Boston Fed and MIT publish initial CBDC design research findings

Ellie Duncan
08 Feb 2022

The Federal Reserve Bank of Boston (Boston Fed) and the Digital Currency Initiative at the Massachusetts Institute of Technology (MIT) have created a core processing engine for a hypothetical central bank digital currency (CBDC) and explored it in two architectures, as part of a collaborative effort known as Project Hamilton.

The white paper published last week (3 February) details findings from the initial research phase of the project, which is separate from the Federal Reserve’s evaluation of the pros and cons of a CBDC.

The research by the Boston Fed and MIT describes a “theoretical high-performance and resilient transaction processor for a CBDC that was developed using open-source research software, OpenCBDC”.

Their findings showed that the work produced one code base capable of handling 1.7 million transactions per second.

Meanwhile, the Boston Fed and MIT reported that the “vast majority” of transactions reached settlement finality in under two seconds within architectures that support “secure, resilient performance and offer the significant technological flexibility required to adjust to future policy direction”.

“It is critical to understand how emerging technologies could support a CBDC and what challenges remain,” said Boston Fed executive vice president and interim chief operating officer Jim Cunha.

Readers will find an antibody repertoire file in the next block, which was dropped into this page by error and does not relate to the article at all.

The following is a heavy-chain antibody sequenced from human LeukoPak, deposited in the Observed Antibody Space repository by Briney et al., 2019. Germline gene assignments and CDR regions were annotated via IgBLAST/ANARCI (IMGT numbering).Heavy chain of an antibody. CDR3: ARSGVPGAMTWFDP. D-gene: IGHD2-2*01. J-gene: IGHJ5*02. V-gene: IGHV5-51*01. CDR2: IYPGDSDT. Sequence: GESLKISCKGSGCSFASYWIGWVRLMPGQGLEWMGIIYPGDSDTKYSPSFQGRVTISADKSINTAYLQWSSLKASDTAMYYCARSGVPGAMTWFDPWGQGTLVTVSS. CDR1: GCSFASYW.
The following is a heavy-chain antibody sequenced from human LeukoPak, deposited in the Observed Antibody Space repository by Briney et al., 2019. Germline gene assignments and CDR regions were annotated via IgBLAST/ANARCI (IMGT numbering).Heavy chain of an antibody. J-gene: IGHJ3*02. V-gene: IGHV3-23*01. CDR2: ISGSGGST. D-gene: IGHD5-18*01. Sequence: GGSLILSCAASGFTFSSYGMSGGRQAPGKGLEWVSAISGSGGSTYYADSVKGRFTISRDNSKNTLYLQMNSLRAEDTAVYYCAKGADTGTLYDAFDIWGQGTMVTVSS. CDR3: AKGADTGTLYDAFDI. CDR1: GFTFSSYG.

“This collaboration between MIT and our technologists has created a scalable CBDC research model that allows us to learn more about these technologies and the choices that should be considered when designing a CBDC.”

Project Hamilton is a multi-year collaboration between the Boston Fed and MIT’s Digital Currency Initiative that was announced in 2020, which focuses on technological experimentation and does not aim to create a usable CBDC for the US.

Neha Narula, director of the Digital Currency Initiative at MIT, said there are “many remaining challenges” in determining whether or how to adopt a central bank payment system for the US.

“What is clear is that open-source software provides an important way to collaborate, experiment, and implement. In addition to supporting collaboration, monetary systems benefit from transparency and verifiability, which open-source offers,” Narula added.

Dan Anthony, SVP and chief information officer, FedNow at the Federal Reserve Bank of Boston is speaking at Open Banking Expo’s Central Bank Digital Currencies virtual event on 10 March 2022 – click here to register.